As a deejay and record collector, I love to go ‘digging’ pretty frequently and buy used records most of the time. It’s a meditative, spiritual exercise of sorts, to spend an hour (or often a few hours) getting my fingers dirty, sifting through and being mesmerized by binfuls and stacks of previously owned LPs. Even with the simplicity and speed of shopping online these days, I much prefer to run across a forgotten gem somewhere in a dusty old record store.
This one here, Peter Green’s ‘In The Skies’ LP from 1979, I first ran across at a former deejay’s house about ten years ago. I had heard of Peter Green and knew his history as the man who founded the original Fleetwood Mac in the late 1960s. In fact, the legendary group that we all know and love was originally named “Peter Green’s Fleetwood Mac,” whose core members, along with Green, were Mick Fleetwood and John McVie (though he was not their first bassist). Green is also credited with writing the song Black Magic Woman, made famous by San Francisco Bay area band Santana, plus a few other artists who recorded excellent renditions. He was also a guitarist for John Mayall & The Blues Breakers. Having never encountered this LP in a record shop, I offered my friend $40 for it, knowing it was two or three times above what I could get it for online since it was a US pressing and not the original UK pressing. He was a friend after all. However, he didn’t want to part with it.
Nonetheless, here it is in my hands ten years later. Instead of the $40 dollars that I was willing to part with all those years ago, I saved $25, having found it at a small record shop in Tucson, AZ for $15. There I was, on the first day of what turned out to be an amazing road trip, just walking about to check out the local flavor, and boom!…found it. Sweet. The thing is, I could’ve bought the album online for probably less than $10, but there’s no way that package would have arrived with the same amount of satisfaction.
Anyway, below is a video of one of my favorite tunes from the LP. Peter Green takes the lead guitar duties on this one and it’s oh so soulful. The song is Fool No More. Light a candle or two (a la the Cameron Crowe film Almost Famous) and let this play through.
One of the best TED Talks that I’ve come across in a while. This is the blueprint for change…and a sterling example of why, as the shirt says and as the softer more nurturing and associative behaviors being championed here by Cleo Wade suggest, THE FUTURE IS FEMALE. Forget the saying “She’s Gotta Have It”, women already got it because they get it.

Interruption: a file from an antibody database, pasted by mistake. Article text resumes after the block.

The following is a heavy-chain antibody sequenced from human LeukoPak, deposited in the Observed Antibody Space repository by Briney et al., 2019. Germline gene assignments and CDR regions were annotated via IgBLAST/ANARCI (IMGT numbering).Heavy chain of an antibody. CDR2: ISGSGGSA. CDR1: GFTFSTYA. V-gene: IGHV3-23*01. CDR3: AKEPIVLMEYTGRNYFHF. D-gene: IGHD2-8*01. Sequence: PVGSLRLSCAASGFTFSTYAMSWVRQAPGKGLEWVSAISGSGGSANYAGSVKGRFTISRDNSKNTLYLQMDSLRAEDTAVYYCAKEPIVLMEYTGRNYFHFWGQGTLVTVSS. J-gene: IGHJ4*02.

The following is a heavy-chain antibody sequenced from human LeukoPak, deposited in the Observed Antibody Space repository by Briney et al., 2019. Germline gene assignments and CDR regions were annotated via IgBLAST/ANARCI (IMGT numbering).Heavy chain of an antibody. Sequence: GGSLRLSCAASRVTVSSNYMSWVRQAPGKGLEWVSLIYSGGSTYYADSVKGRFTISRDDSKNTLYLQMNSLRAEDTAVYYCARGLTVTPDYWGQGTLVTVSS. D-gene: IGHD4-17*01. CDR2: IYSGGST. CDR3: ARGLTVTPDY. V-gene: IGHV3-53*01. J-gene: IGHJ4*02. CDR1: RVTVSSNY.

Did my weekly check-in at TED.com to see if there were any new talks to check out and found this lil’ nugget that I posted above. Though I’m nowhere near as obsessive about finding rare vinyl as are these hardcore collectors or even as are many friends in my community of LA deejays, I’ve been collecting music since I was about eight years old and definitely understand the passion and the lengths diggers will go to in their quests for ‘holy grail’ items. Spend a few minutes with this…it’s pretty cool and his anecdotal material on the importance and relevance of diggin’ is spot on.
After I stayed for a few more awesome deejay sets (big up MIKE STYLES and ARTI!) at Saturday’s ARTISM event, I headed out to THE BLUE WHALE jazz club in Little Tokyo for an event that I wasn’t sure that I’d be able to attend. I’m so glad that I did. Titled “Celebrating African Heritage”, I wasn’t sure what to expect, given that the impact of African culture throughout the world has been vast and glorious. Fronted by Brazilian guitarist Marcel Camargo, however, I quickly learned that the music would focus on music from Brazil, Martinique, the USA, and Africa, of course. Upon arrival, I noticed that 1) the performance area was set up in a circular ‘roda’ fashion, with the musicians facing the center of the circle and the audience seated all around them 360 degrees, and 2) that there seemed to be a particular preponderance of percussion instruments. As the musicians gathered in the circle, the roster boasted a handful of LA’s heaviest percussion firepower: Leo Costa, Gibi dos Santos, Alberto Lopez, Andre de Santanna and Kahlil Cummings. The video below is :25 clip of the beginning of the show. My apologies for not capturing Brazililan vocalist Thalma de Freitas, who was positioned directly across from Marcel Camargo and hidden from my vantage point as I panned across. It was an amazing night and I’m hopeful that Marcel and Dexter Story (musical director) will get the group together again soon!